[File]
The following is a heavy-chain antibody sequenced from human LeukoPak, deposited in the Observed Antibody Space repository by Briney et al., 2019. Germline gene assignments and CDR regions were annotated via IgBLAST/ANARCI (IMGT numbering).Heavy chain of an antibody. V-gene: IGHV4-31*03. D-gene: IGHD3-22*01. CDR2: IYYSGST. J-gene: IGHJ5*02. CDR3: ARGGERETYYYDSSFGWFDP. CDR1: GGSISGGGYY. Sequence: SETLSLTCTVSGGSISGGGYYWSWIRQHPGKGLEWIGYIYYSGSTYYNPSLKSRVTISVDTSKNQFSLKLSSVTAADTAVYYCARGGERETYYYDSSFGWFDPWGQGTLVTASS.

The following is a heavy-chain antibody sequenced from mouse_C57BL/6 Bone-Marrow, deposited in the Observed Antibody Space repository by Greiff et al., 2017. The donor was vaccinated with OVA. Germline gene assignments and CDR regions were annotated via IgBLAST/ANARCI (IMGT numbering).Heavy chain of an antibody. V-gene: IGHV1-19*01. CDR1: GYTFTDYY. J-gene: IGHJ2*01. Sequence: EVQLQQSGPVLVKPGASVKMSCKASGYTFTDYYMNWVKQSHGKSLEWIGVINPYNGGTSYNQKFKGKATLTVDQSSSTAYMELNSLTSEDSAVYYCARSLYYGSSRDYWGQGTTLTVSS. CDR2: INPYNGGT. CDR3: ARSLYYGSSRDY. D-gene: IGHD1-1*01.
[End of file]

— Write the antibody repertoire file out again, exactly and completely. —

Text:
The following is a heavy-chain antibody sequenced from human LeukoPak, deposited in the Observed Antibody Space repository by Briney et al., 2019. Germline gene assignments and CDR regions were annotated via IgBLAST/ANARCI (IMGT numbering).Heavy chain of an antibody. V-gene: IGHV4-31*03. D-gene: IGHD3-22*01. CDR2: IYYSGST. J-gene: IGHJ5*02. CDR3: ARGGERETYYYDSSFGWFDP. CDR1: GGSISGGGYY. Sequence: SETLSLTCTVSGGSISGGGYYWSWIRQHPGKGLEWIGYIYYSGSTYYNPSLKSRVTISVDTSKNQFSLKLSSVTAADTAVYYCARGGERETYYYDSSFGWFDPWGQGTLVTASS.

The following is a heavy-chain antibody sequenced from mouse_C57BL/6 Bone-Marrow, deposited in the Observed Antibody Space repository by Greiff et al., 2017. The donor was vaccinated with OVA. Germline gene assignments and CDR regions were annotated via IgBLAST/ANARCI (IMGT numbering).Heavy chain of an antibody. V-gene: IGHV1-19*01. CDR1: GYTFTDYY. J-gene: IGHJ2*01. Sequence: EVQLQQSGPVLVKPGASVKMSCKASGYTFTDYYMNWVKQSHGKSLEWIGVINPYNGGTSYNQKFKGKATLTVDQSSSTAYMELNSLTSEDSAVYYCARSLYYGSSRDYWGQGTTLTVSS. CDR2: INPYNGGT. CDR3: ARSLYYGSSRDY. D-gene: IGHD1-1*01.